Mine is bigger than yours
It’s common to be impressed by a big meeting. Size implies status, and seemingly success. Walking onto the floor of EIBTM—a European tradeshow attended by more than 15,000 event professionals each year—you’re likely to be blown away by the size of the event. (The video above shows perhaps a third of the tradeshow floor.) You think to yourself: this event must be successful because it’s so [expletive] big.
But size isn’t everything.
A quick exercise
(Have someone read this to you s…l…o…w…l…y for the full effect.)
Close your eyes.
Now think of the most important conversation you ever had in your life.
Take your time—I’m not going to ask you what it was about.
Here’s the question. How many other people were involved in your conversation?
It’s a small world
I’ve run this exercise at numerous presentations and asked the audience to share their answers via a show of hands. The most common answer is “one”, followed by 2-3, with a few people reporting small group numbers.
No one has yet reported a most-important conversation with ten or more people.
If you want significant connection (and effective learning) at your events, attendees need to spend significant time talking, interacting, and thinking in small groups. Not just at meals or socials, but in the conference sessions!
Design for content versus design for connection
We know that the two most important reasons people attend meetings are for content and connection. Every meeting includes a mixture of these, but let’s concentrate on some differences between meetings that concentrate on content (100% content versions are called trainings) and those that concentrate on connection around content.
Content-delivery meeting economics improve with size. The expensive keynoter’s fee can be spread over the income from more attendees. And to a lesser extent, it’s often possible to get more glitz for the buck at bigger events, where those little touches for decor and food and beverage become feasible for larger numbers of attendees.
Meetings that concentrate on connection, however, aren’t significantly cheaper per person as meeting size increases. This is because there are no significant fixed costs to be divided amongst more attendees. In fact, to provide the same level of connection at a large meeting that’s possible at a small meeting can require sacrificing valuable face time at the event in order to get everyone into the right small groups needed for effective participation.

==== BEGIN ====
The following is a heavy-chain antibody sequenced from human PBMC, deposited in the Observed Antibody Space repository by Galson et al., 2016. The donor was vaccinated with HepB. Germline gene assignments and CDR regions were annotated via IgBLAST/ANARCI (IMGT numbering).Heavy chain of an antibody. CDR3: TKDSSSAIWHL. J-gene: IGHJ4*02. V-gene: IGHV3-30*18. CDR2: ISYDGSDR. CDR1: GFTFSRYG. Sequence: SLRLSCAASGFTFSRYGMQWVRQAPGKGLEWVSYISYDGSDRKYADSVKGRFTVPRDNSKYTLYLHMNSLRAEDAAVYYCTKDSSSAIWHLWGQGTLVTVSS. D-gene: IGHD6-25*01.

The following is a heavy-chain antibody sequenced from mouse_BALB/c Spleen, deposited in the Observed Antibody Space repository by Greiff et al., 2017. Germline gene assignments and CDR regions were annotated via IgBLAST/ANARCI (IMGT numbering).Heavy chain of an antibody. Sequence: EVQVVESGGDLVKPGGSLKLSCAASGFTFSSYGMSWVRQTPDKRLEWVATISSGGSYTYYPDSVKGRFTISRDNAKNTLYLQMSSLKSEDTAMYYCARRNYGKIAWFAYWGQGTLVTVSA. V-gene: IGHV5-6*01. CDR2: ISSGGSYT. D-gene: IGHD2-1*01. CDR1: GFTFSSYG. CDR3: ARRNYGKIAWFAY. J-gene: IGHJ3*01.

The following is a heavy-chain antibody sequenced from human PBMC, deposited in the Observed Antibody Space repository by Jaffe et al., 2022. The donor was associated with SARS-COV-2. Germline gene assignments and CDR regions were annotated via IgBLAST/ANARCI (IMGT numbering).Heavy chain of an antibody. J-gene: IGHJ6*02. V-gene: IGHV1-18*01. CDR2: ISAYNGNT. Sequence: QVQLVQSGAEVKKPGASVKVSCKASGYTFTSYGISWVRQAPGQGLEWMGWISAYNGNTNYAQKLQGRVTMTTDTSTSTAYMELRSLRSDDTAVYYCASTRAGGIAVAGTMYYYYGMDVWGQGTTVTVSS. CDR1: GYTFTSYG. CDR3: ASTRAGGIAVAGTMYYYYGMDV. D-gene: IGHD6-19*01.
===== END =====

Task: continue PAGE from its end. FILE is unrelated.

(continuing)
If you hold the mental model that when a large number of people are in one place they need to all be doing the “same” thing, then you will fail in running an effective participation-rich event. Two hundred people cannot “participate” simultaneously in a traditional meeting format (though elaborate, carefully designed simulations can be valuable). The trick is to determine how to divide a large group into smaller sub-groups that can use any one of a number of tested designs to facilitate and support participative learning and connections.
For example, a couple of years ago I designed an afternoon for a 500-attendee medical conference. For this group, we split the attendees into ten groups by medical specialty, allowing each group independently to use small group techniques to determine the topics they wanted to cover and then explore them.
Size isn’t everything
Large meetings are not going away. When there is a clear need for them, someone is going to capture the market by executing the demanding logistics of a large meeting better than anyone else. But we are often so stuck on a size definition of success—my 2,000 delegate conference is better than your 100 delegate conference—that we overlook the limitations and frustrations that working effectively with a large group imposes (here’s an example).
Unlike broadcast learning (which doesn’t work very well for adults), participative learning (which research has shown over and over again is superior) doesn’t scale. At a large conference it’s very difficult to deliver the just-in-time learning that attendees need via the rich stew of connection generated by small group process. By carefully dividing up large groups, we can create conference environments that mirror the intimacy and effectiveness of small conferences, but it’s significant work to do this, and requires facilitators who know how to do it right. A well-designed small meeting with carefully targeted attendee demographics offers a much simpler environment for supporting effective connection, interaction, and engagement. That’s one good reason to keep your meetings small!